This article contains sexually explicit material.
Leonard Delaney was hurting for a lucky break. His two erotic novellas released via Kindle, Motherfucking Wizards and Sex Boat, had yet to garner even one review on Amazon. He followed up those duds with a short story about having sex with Tetris blocks, aiming to kick off a series titled Digital Desires. Amateur critics panned it. “There are areas where you will scratch your head,” one wrote, adding: “It is just not very good.”
But with his newest tale, Conquered by Clippy, Delaney has found his voice—and his audience. The searing, 16-page opus (“for super-mature audiences only”) arrives like a bolt from the blue, ready to radically transform any reader with half an appetite for adventure.
Sure, you’ve interfaced with Clippy, the cartoon paper clip in Microsoft Office. But have you seen him fuck?
“When I was a young boy, I was lonely and lost, but my mother brought me a computer with Microsoft Word,” Delaney told me in an email. “Clippy appeared to me—with kind eyes and a steel shoulder to cry on, he listened to my prayers. He was a powerful and sensual presence in my life.”
That sensuality is in abundance when Clippy and Christie Aackerlund, the heroine of the Digital Desires series, finally get down to business:
She reached out and grabbed his glowing red end. It was hot, but not too hot. He uncurled further at her touch.
“I’m Microhard,” he muttered.
She smiled with one side of her mouth, then got on her knees. Unlike an actual paperclip, the end of his coiled body was rounded, and it felt smooth in her mouth. As she lapped and sucked and tongued at it, it became even redder and hotter. Her own human body part (vagina) felt hot too.
Sure, you’ve interfaced with Clippy, the cartoon paper clip in Microsoft Office—but have you seen him fuck?
It’s easy to see why the Internet is abuzz about Conquered by Clippy: It combines the illicit thrills of Fifty Shades of Grey with the allure of crummy software and canny exposition. Where else can one read pitch-perfect dialogue like “I think my Windows Phone 8.1 smartphone is broken,” or beautifully observed details like “a thud that made Christie’s bosom jiggle”?
Even so, the modest Delaney sees himself working in a rich tradition alongside celebrated authors like Chuck Tingle (Space Raptor Butt Invasion), Christie Sims (Forced by the Ogre King), and Carlton Mellick III (The Haunted Vagina). They “paved the path for me,” Delaney said, “and I hope I pave the path for many others.”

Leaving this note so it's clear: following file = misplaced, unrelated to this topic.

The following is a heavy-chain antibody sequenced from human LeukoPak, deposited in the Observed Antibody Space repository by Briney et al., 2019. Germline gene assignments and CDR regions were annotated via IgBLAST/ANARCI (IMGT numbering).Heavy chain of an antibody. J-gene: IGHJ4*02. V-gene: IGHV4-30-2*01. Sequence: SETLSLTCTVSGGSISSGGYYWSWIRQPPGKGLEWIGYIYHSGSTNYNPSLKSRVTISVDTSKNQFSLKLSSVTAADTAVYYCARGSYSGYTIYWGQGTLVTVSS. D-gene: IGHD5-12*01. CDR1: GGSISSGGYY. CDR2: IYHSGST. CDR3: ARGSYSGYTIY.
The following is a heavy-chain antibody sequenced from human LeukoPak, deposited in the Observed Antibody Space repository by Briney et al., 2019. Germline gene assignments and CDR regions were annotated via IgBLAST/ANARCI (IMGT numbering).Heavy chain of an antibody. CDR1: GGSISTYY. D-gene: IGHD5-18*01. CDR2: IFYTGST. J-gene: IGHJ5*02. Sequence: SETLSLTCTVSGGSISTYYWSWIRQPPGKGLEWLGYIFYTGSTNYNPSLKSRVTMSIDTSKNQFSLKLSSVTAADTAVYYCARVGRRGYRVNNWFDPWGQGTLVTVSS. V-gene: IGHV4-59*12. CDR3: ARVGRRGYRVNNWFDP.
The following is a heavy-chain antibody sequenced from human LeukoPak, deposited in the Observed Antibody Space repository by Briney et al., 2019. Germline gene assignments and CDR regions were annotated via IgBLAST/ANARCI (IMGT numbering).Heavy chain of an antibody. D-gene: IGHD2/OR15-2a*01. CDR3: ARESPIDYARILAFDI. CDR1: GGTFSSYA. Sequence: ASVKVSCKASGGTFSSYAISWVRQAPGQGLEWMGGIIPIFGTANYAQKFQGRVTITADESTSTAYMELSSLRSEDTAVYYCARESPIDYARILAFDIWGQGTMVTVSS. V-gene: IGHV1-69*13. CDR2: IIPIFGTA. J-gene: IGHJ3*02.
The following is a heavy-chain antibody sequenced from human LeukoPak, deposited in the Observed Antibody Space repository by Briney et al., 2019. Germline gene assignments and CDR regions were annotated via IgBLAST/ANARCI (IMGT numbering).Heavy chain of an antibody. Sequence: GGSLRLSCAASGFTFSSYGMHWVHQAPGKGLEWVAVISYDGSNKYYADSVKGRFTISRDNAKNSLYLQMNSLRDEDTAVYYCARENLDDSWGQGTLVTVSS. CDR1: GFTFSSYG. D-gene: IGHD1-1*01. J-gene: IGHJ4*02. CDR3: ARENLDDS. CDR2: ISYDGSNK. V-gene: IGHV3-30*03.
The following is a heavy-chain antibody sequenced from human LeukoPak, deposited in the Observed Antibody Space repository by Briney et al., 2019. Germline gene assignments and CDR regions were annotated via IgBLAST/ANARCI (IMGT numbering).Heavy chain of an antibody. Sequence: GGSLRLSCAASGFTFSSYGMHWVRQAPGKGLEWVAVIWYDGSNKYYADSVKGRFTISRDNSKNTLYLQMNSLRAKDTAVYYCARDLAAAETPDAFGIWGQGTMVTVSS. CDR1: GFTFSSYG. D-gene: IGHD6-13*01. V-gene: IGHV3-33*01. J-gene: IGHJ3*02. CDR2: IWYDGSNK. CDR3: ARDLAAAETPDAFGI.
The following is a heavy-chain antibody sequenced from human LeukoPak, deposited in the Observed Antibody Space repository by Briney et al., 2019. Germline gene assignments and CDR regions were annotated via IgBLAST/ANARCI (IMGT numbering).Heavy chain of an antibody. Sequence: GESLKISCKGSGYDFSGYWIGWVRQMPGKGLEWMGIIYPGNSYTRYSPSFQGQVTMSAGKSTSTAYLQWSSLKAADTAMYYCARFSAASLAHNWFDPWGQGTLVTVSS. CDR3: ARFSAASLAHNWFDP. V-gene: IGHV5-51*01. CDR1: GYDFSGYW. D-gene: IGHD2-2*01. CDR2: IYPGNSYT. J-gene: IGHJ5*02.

At the core of Clippy is a compelling kink that encompasses a basic human need.
And, like his literary forebears, Delaney is deeper than the titillating mechanics of sex with a “living inanimate object.” At the core of Clippy is a compelling theme that encompasses our basic human need to be needed, along with the promise of automated bliss. Christie, an independent woman, keeps rejecting Clippy’s “assistance”—only to find she craves it more. In the end, she’s burst both ovaries with twin orgasms and “spurted lady-butter” everywhere.
As Delaney put it in his email:
Is it not the case that all technology is simply the fulfilled fantasy of being taken by machines? If we didn’t dream of being helped and improved by objects of our own making, we’d still be living in caves, with dick drawings scrawled on the walls as our only erotic entertainment. … Technology marches on, making a mockery of outdated tools like paperclips. But let me leave you with this little piece of existential dread: What is the significance of a human in a world infused with intelligent objects? Technology, like the Internet of Things, will wake up the inanimate landscape around us. Will it need us? Or will it mock us as unhelpful coils of meat?
“In a way, we are all Clippy.”
A hot new writer with fearless ideas—Delaney “writes from the heart instead of wasting time with research or experience,” per his bio—will always, by nature, court scandal. Already, in correspondence with the Daily Dot, he has aggressively sought to stir controversy.
“Fuck binder clips,” he wrote in response to a question about non–paper clip-document-fastening devices. “Fuck their pinchy plastic and swingy wannabe steel loops. You try to be nice to them, try to treat them right, but they clamp down on your most sensitive of flesh-bits like ungrateful dogs. Binder clips can go to heck.” This sort of remark will surely fuel speculation that Clippy is the cynical work of a man bent on pushing his own office-supply agenda.
Whatever his aims, his artistry may eclipse them. I defy you not to be chilled by the corporate conspiracy that unfolds in Conquered by Clippy—a plot worthy of the late Michael Crichton. I weep for the austere beauty of descriptions like “He got his end to vibrate like an Xbox controller as he twiddled the rim of her anus” and “They flew over the United States, with all its trees and buildings and rocks.” Mostly, however, I am lost in thoughts of a universe I never would have experienced were it not for Delaney’s vision, a place of untold purity and potential.
“In a way, we are all Clippy,” Delaney told me. How I wish I could believe that. But such is the heartbreak of this story—it tantalizes with strange succor that ever remains just out of reach.
Photo via Lilly Darma/Flickr (CC BY 2.0) | Remix by Jason Reed